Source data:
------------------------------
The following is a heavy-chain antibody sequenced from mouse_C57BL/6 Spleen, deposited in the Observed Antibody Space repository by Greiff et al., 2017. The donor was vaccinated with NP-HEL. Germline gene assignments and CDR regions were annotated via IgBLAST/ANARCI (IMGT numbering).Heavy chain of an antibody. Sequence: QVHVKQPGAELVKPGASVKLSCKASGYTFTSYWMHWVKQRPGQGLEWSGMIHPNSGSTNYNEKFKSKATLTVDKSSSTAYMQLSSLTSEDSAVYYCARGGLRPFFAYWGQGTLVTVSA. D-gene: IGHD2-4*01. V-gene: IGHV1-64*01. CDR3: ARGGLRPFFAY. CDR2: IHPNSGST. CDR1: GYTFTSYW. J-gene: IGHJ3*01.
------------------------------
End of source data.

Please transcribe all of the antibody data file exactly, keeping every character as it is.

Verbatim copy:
The following is a heavy-chain antibody sequenced from mouse_C57BL/6 Spleen, deposited in the Observed Antibody Space repository by Greiff et al., 2017. The donor was vaccinated with NP-HEL. Germline gene assignments and CDR regions were annotated via IgBLAST/ANARCI (IMGT numbering).Heavy chain of an antibody. Sequence: QVHVKQPGAELVKPGASVKLSCKASGYTFTSYWMHWVKQRPGQGLEWSGMIHPNSGSTNYNEKFKSKATLTVDKSSSTAYMQLSSLTSEDSAVYYCARGGLRPFFAYWGQGTLVTVSA. D-gene: IGHD2-4*01. V-gene: IGHV1-64*01. CDR3: ARGGLRPFFAY. CDR2: IHPNSGST. CDR1: GYTFTSYW. J-gene: IGHJ3*01.